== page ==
RAVEL: Rhapsodie espagnole; Mother Goose Suite; Menuet antique; Pavane pour une infante défunte; Prélude, Boléro – Katia & Marielle Labeque piano duo – KML Recordings

by | Jun 28, 2007 | Classical CD Reviews | 0 comments

RAVEL: Rhapsodie espagnole; Mother Goose Suite; Menuet antique; Pavane pour une infante défunte; Prélude, Boléro – Katia & Marielle Labeque piano duo – KML Recordings KML1111 [Distr. by Harmonia mundi], 63:51 *****:

This is the first CD to be released on the Labeque sisters own label and it’s a hoot. They decided to go back to their roots in the French Basque country where they had spent their childhood.  Though Ravel only spent the first three months of his life there, he returned often, spoke the language, and was greatly influenced by Basque culture.

Of course half of the Basque country is in Spain and French composers seem to have done the best job of capturing the Spanish flavor in concert music, so the first of the two suites here – though not especially connected to things Basque – starts proceedings in the most colorful manner. It’s the two-piano version of Ravel’s Spanish Rhapsody.  In the Mother Goose Suite the movement for Tom Thumb makes use of some specifically Basque time signatures and rhythms. The recent Argerich & Pletnev recording of the Suite is a gem and an SACD, but the Labeques version is somehow even more sparkling.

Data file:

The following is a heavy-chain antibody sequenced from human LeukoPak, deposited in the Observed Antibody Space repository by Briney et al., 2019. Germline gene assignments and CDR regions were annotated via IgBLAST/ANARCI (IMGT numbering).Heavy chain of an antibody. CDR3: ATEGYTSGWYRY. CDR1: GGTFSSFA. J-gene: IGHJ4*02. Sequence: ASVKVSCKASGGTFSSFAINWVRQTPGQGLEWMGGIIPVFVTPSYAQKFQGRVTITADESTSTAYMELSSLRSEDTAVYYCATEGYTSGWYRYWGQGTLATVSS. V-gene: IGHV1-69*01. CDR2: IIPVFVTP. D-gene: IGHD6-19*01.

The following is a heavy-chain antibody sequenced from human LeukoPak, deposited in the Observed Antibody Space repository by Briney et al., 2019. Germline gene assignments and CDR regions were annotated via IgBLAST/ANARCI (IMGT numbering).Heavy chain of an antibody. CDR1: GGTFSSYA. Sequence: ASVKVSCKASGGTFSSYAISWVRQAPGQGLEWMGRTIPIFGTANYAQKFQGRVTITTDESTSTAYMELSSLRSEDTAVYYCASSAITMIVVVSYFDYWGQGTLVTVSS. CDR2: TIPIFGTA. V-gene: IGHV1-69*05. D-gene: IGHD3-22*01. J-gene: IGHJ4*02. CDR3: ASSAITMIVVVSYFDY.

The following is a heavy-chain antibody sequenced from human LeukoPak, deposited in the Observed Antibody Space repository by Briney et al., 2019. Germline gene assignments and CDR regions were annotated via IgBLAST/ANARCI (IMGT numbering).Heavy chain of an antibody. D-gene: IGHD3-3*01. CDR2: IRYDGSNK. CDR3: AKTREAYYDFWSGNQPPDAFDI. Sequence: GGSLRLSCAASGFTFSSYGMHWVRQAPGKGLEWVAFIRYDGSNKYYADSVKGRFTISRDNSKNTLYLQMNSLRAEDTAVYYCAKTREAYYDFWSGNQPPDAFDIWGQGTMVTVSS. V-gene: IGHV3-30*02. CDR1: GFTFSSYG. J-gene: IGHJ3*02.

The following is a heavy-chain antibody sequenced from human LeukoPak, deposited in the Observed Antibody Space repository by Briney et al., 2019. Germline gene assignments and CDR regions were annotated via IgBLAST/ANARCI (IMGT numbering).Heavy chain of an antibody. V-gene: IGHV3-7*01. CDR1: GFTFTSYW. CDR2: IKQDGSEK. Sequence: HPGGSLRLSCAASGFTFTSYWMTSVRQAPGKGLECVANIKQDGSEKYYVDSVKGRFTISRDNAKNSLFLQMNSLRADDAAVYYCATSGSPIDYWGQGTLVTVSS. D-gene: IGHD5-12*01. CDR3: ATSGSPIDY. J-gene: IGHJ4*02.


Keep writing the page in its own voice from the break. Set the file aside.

It is in the concluding Bolero that the Basque angle is really stressed by the Labeques. They engaged a percussionist from the Royal Concertgebouw and others to play several native Basque instruments in the work, which adds an individual sound to the warhorse and makes it one of the most unlistenable Boleros I’ve heard. This 100% percussion ensemble does an outstanding job of standing in for the entire symphonic percussion section – after all, pianos are percussion too. There is the atabal tiny side drum, the txepetxa – made from half a walnut shell – the ttun ttun, a drum with six gut strings, the txalaparta – a beam struck with mallets – and an iron and steel instrument called the tobera. Unlike some two-piano recordings, the two pianos are clearly separated. One is left center and the other is at the right speaker together with what sounds like a snare drum. Combined with the all-stops-out attack of the Labeques on their twin pianos, this Bolero is more fun than the standard symphonic version! As it builds up to its big finish, I was reminded of the percussive savagery of The Rite of Spring.

– John Sunier

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